January 21. That’s when I sent my first push notification to some 500,000 cell phones alerting them to the coronavirus’s arrival in the United States. It paled compared to the news I heard when the veterinarian called later that day: Fisher, my moody, orange-and-white, 19-pound cat and companion of nearly 14 years, had lymphoma. The diagnosis explained why he’d been eating less than usual. Cancer would kill him in as few as four weeks if I didn’t seek treatment fast. I was at work and rushed to a conference room where I hyperventilated on the phone with my sister, his secondary caretaker, and we both absorbed the news.
Fisher’s weekly chemotherapy sessions began the following weekend. The total cost by the end of the six-month treatment, they estimated, would be somewhere around $10,000 without pet insurance, and I had none. But chemotherapy could extend his life by months or even years, and I come from a long line of animal lovers, so the decision was easy for me. I’d put it on a credit card and figure out how to pay later.
Some of my friends thought I was nuts. Fisher was hardly the ideal pet. He was grumpy and sometimes violent. As a kitten, he terrorized me every time I’d brush my teeth. While I faced the bathroom mirror, he’d stalk me from behind, and if I didn’t catch him in time, he’d bite my calves, piercing the outer layer of skin, sometimes making me bleed. I always imagined he was jealous of my reflection and the attention I gave it. Biting my legs was his way of saying, “I’m here! Look at me!” Somehow I always found his antics endearing. And he always tolerated my overzealous displays of affection.
More than a month passed after the coronavirus’s reported arrival in Snohomish County, Wash., before it was linked to any domestic fatalities. Kobe Bryant died in a helicopter crash. The Kansas City Chiefs won the Super Bowl. Harvey Weinstein was sentenced to 23 years in prison. Democratic presidential candidates participated in a televised debate. The news cycle proceeded, while the coronavirus didn’t truly dominate headlines until March.
I’d been anticipating March 2020 for a long time. On March 19, I would turn 40. I’d anguished for months over how I’d mark the bittersweet occasion, eager to celebrate as I did annually, but dreading a milestone I didn’t feel quite ready for. I didn’t own a home or have a husband, and I wasn’t even sure I wanted those things. A scheduled trip to Southern California to visit my friend Jessica, who shares my birthday, would be the first personal casualty I’d suffer as a result of the outbreak. We had booked a two-night stay at a coastal resort where we planned to pamper ourselves with chef-cooked meals and spa treatments. Flights were still scheduled, but airlines were beginning to accommodate travelers who were deterred by the virus. I took JetBlue up on their offer for a full refund. With so many unknowns about how the virus spread or who was most vulnerable, it seemed like the right choice to make.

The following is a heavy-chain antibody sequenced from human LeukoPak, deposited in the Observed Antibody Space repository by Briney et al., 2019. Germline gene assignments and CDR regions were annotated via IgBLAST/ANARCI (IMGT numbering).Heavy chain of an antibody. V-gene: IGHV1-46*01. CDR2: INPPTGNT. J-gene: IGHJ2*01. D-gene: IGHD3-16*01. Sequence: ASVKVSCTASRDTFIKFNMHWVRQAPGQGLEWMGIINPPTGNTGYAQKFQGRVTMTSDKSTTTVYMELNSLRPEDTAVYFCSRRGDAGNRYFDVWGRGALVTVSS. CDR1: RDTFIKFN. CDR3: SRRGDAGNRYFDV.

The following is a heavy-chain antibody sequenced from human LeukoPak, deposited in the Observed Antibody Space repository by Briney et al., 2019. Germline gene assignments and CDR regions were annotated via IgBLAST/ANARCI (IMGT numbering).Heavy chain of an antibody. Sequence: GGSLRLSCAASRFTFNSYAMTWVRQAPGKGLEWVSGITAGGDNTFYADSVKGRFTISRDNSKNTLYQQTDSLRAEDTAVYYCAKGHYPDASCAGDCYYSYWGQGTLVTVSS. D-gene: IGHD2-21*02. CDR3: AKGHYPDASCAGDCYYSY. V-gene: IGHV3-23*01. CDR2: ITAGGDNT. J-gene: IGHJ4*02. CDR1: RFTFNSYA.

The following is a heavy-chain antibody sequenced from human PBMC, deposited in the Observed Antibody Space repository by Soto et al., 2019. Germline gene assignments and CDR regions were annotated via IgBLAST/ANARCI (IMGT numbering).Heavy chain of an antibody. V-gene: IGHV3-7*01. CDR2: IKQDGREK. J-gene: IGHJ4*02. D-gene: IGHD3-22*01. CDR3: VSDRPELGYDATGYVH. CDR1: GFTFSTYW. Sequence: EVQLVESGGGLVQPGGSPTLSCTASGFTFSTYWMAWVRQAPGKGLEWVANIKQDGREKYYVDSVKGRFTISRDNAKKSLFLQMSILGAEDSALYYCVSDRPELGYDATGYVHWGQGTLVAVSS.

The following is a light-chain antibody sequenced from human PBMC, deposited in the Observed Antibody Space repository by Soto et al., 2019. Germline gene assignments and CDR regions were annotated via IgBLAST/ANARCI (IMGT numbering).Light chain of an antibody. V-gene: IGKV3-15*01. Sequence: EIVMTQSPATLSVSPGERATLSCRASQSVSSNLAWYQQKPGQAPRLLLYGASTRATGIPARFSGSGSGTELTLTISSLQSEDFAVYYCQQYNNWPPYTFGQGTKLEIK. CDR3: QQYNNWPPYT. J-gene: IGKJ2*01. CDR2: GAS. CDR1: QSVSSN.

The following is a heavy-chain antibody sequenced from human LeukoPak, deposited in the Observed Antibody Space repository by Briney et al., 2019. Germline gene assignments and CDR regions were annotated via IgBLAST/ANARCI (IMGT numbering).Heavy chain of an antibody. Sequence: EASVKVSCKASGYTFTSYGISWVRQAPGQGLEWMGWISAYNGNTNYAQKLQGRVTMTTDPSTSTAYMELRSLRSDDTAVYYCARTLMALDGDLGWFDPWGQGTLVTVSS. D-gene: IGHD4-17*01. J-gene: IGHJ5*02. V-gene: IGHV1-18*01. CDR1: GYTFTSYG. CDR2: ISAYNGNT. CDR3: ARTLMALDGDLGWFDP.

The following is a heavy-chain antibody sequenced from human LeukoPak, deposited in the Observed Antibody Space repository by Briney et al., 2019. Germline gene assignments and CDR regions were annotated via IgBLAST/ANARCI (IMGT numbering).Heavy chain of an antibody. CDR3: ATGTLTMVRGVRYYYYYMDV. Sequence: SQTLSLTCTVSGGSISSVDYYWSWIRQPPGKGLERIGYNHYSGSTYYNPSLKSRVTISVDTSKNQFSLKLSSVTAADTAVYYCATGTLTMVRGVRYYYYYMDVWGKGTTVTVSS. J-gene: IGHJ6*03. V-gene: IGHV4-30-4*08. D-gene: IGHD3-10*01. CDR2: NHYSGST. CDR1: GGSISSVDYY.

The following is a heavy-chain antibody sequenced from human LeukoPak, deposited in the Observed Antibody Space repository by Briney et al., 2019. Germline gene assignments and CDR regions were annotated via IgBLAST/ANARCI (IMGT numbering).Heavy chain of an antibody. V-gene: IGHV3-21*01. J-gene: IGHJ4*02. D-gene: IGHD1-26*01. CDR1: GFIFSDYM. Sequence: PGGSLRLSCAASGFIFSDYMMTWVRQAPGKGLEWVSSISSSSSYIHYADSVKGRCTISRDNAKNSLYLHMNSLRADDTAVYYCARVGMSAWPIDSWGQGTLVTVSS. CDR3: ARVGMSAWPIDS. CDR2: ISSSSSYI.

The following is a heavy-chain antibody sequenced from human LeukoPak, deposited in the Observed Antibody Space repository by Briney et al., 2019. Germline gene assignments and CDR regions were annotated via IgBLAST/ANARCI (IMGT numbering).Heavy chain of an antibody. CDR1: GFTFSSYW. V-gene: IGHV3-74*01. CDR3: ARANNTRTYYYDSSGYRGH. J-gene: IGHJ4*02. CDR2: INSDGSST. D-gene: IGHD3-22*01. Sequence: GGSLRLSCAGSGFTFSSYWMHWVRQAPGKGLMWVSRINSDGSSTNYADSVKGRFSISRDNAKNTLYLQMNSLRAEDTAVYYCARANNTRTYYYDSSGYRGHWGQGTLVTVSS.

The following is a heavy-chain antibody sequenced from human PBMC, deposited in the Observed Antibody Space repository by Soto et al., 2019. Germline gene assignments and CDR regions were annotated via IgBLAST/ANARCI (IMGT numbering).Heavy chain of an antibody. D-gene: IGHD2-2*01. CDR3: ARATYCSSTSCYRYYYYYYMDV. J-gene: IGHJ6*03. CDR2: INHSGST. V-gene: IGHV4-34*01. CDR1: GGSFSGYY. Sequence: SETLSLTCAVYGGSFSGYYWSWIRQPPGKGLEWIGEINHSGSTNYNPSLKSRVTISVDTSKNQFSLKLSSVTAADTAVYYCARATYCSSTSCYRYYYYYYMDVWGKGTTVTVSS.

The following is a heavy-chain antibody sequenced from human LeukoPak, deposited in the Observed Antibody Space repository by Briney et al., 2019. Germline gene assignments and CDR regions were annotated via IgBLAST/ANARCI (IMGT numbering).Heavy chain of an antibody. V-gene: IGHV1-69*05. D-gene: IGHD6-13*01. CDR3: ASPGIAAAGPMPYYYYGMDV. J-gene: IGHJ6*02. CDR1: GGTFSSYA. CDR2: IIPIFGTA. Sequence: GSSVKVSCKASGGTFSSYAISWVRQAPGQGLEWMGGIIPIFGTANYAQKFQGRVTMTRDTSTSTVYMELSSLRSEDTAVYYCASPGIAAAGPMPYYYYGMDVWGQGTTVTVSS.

I still had the week off of work, and little to do but stock up on groceries and ensure Fisher consumed enough calories daily to sustain his body weight as his appetite slowly vanished. He’d lost more than five pounds. If I was going to spend $10,000 on chemotherapy, I thought, I sure as hell wasn’t about to let my cat die of starvation. Each day I spent between four and six hours filling 2 mL syringes with pasty, foul-smelling canned cat food and administered 14 of them daily, spaced at least 30 minutes apart to prevent vomiting.
My friends and family did their best to make my birthday feel special. Every few hours, the doorbell rang with a delivery. Flowers, balloons, cupcakes. All the fixings for a cheerful birthday celebration. Still, I was alone, my cat dying, and I simply didn’t feel like honoring the occasion.
Tension rose in New York, meanwhile, as state and federal health officials warned it would become the next coronavirus hot spot. The subway wasn’t safe, they said, so I rented a car. By the time my week off came to an end, my employer, Verizon Media (the parent company of Yahoo), had already instituted a work-from-home policy. They’d announced special sick leave benefits for those personally affected by the virus. Video meetings were fast becoming the new norm. Best practices for working from home were circulated widely: Create a separate workspace; use the video function to connect with colleagues; take breaks as needed.
But breaks hardly felt like breaks at all. We were confined to our homes, deprived of human contact, and afraid for our health and the health of the people we loved. People over 65 and those with underlying health conditions were the most vulnerable, they said. Both of my parents are in their 70s, and my dad is a brittle diabetic who’s already suffered multiple heart attacks. His health already worried me constantly—and now this.